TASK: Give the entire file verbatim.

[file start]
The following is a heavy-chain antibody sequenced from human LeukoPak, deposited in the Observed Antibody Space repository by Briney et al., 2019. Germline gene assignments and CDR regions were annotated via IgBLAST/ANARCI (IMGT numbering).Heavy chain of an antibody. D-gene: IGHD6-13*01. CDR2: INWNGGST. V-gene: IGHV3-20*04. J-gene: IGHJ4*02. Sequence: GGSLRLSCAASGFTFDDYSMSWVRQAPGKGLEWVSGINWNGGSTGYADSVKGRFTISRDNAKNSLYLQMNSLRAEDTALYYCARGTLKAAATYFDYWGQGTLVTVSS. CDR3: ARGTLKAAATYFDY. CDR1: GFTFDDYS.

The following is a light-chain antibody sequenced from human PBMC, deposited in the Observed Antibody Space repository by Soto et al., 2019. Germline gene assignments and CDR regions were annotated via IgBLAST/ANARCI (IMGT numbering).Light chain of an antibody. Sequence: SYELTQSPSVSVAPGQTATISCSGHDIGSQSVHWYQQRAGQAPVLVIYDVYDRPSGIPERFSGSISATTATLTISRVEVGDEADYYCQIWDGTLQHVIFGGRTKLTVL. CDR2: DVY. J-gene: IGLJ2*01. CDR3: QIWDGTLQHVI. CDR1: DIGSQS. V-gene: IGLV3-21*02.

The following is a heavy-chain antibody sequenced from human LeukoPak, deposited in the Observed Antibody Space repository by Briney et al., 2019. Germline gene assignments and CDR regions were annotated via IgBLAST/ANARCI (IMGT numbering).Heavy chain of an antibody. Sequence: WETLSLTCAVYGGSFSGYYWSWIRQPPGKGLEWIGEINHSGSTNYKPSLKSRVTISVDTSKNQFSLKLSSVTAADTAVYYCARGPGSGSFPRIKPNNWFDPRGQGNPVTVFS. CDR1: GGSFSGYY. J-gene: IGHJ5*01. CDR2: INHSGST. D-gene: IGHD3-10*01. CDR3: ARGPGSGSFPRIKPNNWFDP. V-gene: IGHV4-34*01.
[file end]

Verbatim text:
The following is a heavy-chain antibody sequenced from human LeukoPak, deposited in the Observed Antibody Space repository by Briney et al., 2019. Germline gene assignments and CDR regions were annotated via IgBLAST/ANARCI (IMGT numbering).Heavy chain of an antibody. D-gene: IGHD6-13*01. CDR2: INWNGGST. V-gene: IGHV3-20*04. J-gene: IGHJ4*02. Sequence: GGSLRLSCAASGFTFDDYSMSWVRQAPGKGLEWVSGINWNGGSTGYADSVKGRFTISRDNAKNSLYLQMNSLRAEDTALYYCARGTLKAAATYFDYWGQGTLVTVSS. CDR3: ARGTLKAAATYFDY. CDR1: GFTFDDYS.

The following is a light-chain antibody sequenced from human PBMC, deposited in the Observed Antibody Space repository by Soto et al., 2019. Germline gene assignments and CDR regions were annotated via IgBLAST/ANARCI (IMGT numbering).Light chain of an antibody. Sequence: SYELTQSPSVSVAPGQTATISCSGHDIGSQSVHWYQQRAGQAPVLVIYDVYDRPSGIPERFSGSISATTATLTISRVEVGDEADYYCQIWDGTLQHVIFGGRTKLTVL. CDR2: DVY. J-gene: IGLJ2*01. CDR3: QIWDGTLQHVI. CDR1: DIGSQS. V-gene: IGLV3-21*02.

The following is a heavy-chain antibody sequenced from human LeukoPak, deposited in the Observed Antibody Space repository by Briney et al., 2019. Germline gene assignments and CDR regions were annotated via IgBLAST/ANARCI (IMGT numbering).Heavy chain of an antibody. Sequence: WETLSLTCAVYGGSFSGYYWSWIRQPPGKGLEWIGEINHSGSTNYKPSLKSRVTISVDTSKNQFSLKLSSVTAADTAVYYCARGPGSGSFPRIKPNNWFDPRGQGNPVTVFS. CDR1: GGSFSGYY. J-gene: IGHJ5*01. CDR2: INHSGST. D-gene: IGHD3-10*01. CDR3: ARGPGSGSFPRIKPNNWFDP. V-gene: IGHV4-34*01.